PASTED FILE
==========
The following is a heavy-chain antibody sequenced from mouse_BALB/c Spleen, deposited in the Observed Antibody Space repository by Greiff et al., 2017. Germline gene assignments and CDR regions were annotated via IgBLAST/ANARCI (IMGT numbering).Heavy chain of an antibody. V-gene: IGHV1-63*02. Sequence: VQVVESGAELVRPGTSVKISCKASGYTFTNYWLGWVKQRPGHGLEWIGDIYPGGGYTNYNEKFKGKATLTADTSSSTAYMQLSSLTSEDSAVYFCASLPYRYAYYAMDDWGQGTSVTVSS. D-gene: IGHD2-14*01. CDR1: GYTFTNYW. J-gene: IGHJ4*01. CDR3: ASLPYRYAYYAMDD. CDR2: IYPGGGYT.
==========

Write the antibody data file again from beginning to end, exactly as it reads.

The following is a heavy-chain antibody sequenced from mouse_BALB/c Spleen, deposited in the Observed Antibody Space repository by Greiff et al., 2017. Germline gene assignments and CDR regions were annotated via IgBLAST/ANARCI (IMGT numbering).Heavy chain of an antibody. V-gene: IGHV1-63*02. Sequence: VQVVESGAELVRPGTSVKISCKASGYTFTNYWLGWVKQRPGHGLEWIGDIYPGGGYTNYNEKFKGKATLTADTSSSTAYMQLSSLTSEDSAVYFCASLPYRYAYYAMDDWGQGTSVTVSS. D-gene: IGHD2-14*01. CDR1: GYTFTNYW. J-gene: IGHJ4*01. CDR3: ASLPYRYAYYAMDD. CDR2: IYPGGGYT.